Ben Fox berates the eurozone for dithering and duplicity over the Greek debt crisis and asks which of the available options are best for Greece.
The Greek debt crisis seems to be finally coming to a cathartic conclusion. That it has taken so long for Europe’s leaders to admit that Greece could not meet the punishing terms of its ‘bail-out’ conditions without further cash injections, or a re-profiling of its debt, is quite disgraceful.
It surely did not take an economic genius to guess that a 25 per cent cut in public spending would do nothing to boost the Greek economy, nor that a lax tax regime would suddenly start raking in higher revenues or that a relatively closed labour market would suddenly become North European.
So what are the options and which one is best for Greece?
The first thing we can rule out is more of the same, i.e. another bail-out with a high interest rate. As the past year has shown this would simply not work and would further cripple Greece and make a default inevitable.
Should the holders of Greek paper be forced to take a haircut on their holdings? On the surface this seems fair enough – banks ploughed billions into buying Greek government debt on the assumption that the EU would never allow one of its member states to default on any of its debt, and it is right that they should share the pain.
However, this would almost certainly lead to a ‘credit event’ – and credit rating agency Fitch has already said as such. Banks across Europe, particularly French and German institutions, would need to be re-capitalised and many of Greece’s banks would go bust. Moreover, the markets would panic and the threat of contagion to the likes of Spain and Italy would be a terrible risk.
The same is true but to a far greater effect if Greece is simply allowed to default on its debt. Greece’s debt is around £300 billion, but we also have the factor in the impact of a government default on Greek commercial debt and derivatives. The fallout of a default would make the post-Lehman Brothers crisis look like a tea-party.
Another alternative is to provide a further bail-out with few strings attached and to re-negotiate the terms of the existing bail-out. This could require institution to agree to lengthen the maturity of the debt and to reduce its cost. Greece would still have to pursue its €50 (£44.65)bn privatisation programme and take the steps to improve labour market flexibility and tighten its tax regime.
Which is the best option for the Greek people? Pundits and politicians from the left and right have started to call for a default – the Guardian’s Larry Elliot and Boris Johnson being the latest. Indeed, according to the mayor of London, a default would allow Greece to leave the euro and go back to the Drachma, devalue the currency and pursue an export-led recovery. It would also allow the Greek government to take back control of its economic policy.
It sounds good but it is economically implausible. As mentioned above, a default would bring the Greek banking sector to its knees. Furthermore, the Greek labour force is so uncompetitive that only a massively devalued Drachma would allow them to move towards a current account surplus.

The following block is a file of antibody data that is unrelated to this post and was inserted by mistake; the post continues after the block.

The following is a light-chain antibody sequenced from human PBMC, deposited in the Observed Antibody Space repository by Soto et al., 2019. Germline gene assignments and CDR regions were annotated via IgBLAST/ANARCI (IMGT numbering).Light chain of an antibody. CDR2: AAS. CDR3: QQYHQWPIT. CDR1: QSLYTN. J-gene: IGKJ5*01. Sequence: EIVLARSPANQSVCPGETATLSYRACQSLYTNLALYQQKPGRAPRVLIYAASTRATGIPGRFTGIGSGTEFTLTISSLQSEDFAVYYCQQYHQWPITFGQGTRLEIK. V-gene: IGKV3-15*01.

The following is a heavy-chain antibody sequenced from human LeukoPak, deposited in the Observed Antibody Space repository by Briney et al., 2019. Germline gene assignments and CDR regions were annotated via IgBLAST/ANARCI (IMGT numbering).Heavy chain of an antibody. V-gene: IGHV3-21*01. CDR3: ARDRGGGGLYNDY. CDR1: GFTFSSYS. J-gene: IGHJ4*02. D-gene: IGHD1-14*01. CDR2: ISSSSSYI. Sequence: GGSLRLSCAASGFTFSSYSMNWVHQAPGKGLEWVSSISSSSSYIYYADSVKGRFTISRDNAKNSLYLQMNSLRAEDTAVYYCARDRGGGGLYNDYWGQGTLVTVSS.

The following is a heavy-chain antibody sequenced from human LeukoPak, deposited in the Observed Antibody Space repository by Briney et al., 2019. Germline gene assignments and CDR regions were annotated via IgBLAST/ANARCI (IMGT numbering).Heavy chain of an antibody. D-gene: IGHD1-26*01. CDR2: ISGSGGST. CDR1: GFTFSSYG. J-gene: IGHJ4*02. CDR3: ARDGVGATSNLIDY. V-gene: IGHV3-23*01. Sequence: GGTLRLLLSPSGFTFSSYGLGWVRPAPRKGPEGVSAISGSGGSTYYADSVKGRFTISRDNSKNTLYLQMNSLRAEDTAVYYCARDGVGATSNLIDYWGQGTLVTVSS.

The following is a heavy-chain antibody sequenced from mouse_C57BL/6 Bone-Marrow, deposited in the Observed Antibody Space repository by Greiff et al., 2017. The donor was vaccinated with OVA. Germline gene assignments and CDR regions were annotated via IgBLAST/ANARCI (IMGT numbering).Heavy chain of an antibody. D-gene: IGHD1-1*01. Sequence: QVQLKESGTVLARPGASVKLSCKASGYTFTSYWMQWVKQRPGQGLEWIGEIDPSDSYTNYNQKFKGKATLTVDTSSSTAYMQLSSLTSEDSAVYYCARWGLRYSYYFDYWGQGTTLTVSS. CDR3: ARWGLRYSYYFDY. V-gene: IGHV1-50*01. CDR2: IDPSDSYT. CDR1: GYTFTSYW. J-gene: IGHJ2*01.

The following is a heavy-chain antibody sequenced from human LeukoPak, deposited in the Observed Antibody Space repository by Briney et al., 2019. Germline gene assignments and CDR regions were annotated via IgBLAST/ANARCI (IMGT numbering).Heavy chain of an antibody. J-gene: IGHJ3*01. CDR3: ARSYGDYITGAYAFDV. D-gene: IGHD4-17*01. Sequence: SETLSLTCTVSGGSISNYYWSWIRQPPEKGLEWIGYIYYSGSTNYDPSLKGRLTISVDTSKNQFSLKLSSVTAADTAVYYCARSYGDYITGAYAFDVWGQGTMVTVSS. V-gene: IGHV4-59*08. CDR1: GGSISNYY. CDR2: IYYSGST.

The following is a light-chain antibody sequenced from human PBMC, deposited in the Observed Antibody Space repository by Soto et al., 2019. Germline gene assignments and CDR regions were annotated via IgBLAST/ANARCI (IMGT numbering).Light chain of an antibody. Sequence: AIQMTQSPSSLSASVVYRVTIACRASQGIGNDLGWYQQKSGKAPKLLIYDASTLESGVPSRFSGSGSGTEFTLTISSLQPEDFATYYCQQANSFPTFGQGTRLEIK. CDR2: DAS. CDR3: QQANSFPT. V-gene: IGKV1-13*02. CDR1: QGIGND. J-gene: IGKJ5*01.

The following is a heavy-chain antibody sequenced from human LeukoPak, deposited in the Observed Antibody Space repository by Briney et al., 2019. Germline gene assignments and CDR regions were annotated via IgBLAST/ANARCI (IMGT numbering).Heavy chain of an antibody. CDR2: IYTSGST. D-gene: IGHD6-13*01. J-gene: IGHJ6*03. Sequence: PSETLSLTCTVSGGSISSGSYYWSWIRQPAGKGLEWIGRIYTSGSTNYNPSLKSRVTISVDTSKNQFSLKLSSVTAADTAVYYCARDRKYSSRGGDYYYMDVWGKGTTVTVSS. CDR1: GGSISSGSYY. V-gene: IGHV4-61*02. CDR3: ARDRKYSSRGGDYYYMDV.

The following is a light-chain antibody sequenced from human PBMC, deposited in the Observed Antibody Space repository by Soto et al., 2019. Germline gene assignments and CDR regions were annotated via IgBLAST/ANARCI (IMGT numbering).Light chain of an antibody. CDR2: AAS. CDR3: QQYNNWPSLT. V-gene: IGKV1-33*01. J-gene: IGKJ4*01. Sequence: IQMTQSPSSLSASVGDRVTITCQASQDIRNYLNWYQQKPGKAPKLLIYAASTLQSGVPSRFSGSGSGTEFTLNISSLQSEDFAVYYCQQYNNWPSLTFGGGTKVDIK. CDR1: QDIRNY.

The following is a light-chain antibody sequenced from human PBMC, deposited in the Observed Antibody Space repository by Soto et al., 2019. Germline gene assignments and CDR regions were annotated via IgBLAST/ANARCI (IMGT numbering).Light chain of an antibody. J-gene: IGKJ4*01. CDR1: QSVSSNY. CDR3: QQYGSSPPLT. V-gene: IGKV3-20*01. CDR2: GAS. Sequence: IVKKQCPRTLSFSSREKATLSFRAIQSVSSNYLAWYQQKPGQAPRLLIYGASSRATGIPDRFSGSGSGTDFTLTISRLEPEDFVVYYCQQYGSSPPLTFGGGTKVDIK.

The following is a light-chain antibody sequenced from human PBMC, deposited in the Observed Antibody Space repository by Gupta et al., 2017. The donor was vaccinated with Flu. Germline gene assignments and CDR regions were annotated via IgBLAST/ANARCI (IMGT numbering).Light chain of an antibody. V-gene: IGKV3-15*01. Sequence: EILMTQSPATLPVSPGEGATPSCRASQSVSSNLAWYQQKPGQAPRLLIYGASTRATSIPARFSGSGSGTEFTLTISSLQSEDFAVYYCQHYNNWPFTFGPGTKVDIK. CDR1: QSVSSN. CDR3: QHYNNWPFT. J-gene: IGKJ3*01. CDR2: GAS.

Forcing creditors to take a haircut of between 25-50 per cent on their holdings would be better for Greece. It would bring Greece’s debt under control. But, on its own, it would not solve the structural problems in the Greek economy. The truth is that it will take years for Greece to make the internal corrections to improve the competitiveness of its labour market and the efficiency of the state. Quite simply, there is no quick fix for Greece.
Nor for that matter, is there a quick fix for the EU. Unfortunately, the last year has been marked by a combination of breathtaking ineptitude and hypocrisy by both the European Commission and European governments.
Northern European governments, particularly the likes of Germany, the Netherlands and France, are guilty of appalling dishonesty. They have peddled the false myth of themselves as virtuous nations paying for Greek profligacy, ignoring the fact that their own banks have quite happily bought up billions of euros of Greek debt despite knowing that Greece could not repay. The moral hazard of these actions has never been questioned. They are as responsible for the crisis as Greece is.
Similarly, by agreeing bail-outs but with crippling conditions, particularly in the cases of Greece and Ireland, the Commission and EU leaders have deepened the economic problems in those countries. The result of these bungled bail-outs is that we have a rising sense of economic nationalism – reform fatigue in the South, support fatigue in the North – at a time when most EU countries are at risk of being hurt by the same crisis.
Brave decisions need to be made in the next month to avoid meltdown in Greece and across the EU. The Greek government has shown enormous courage, now EU leaders must do the same.
There is no question that the eurozone needs to be reformed. Under the current conditions, there is no way that Greece and other deficit countries will ever be able to recover. We will soon find out whether Germany and France – the euro’s creators, are prepared to do what it takes to save the single currency.
Angela Merkel and Angela Merkel should be aware that the political and economic future of the euro can best be secured by assisting Greece.
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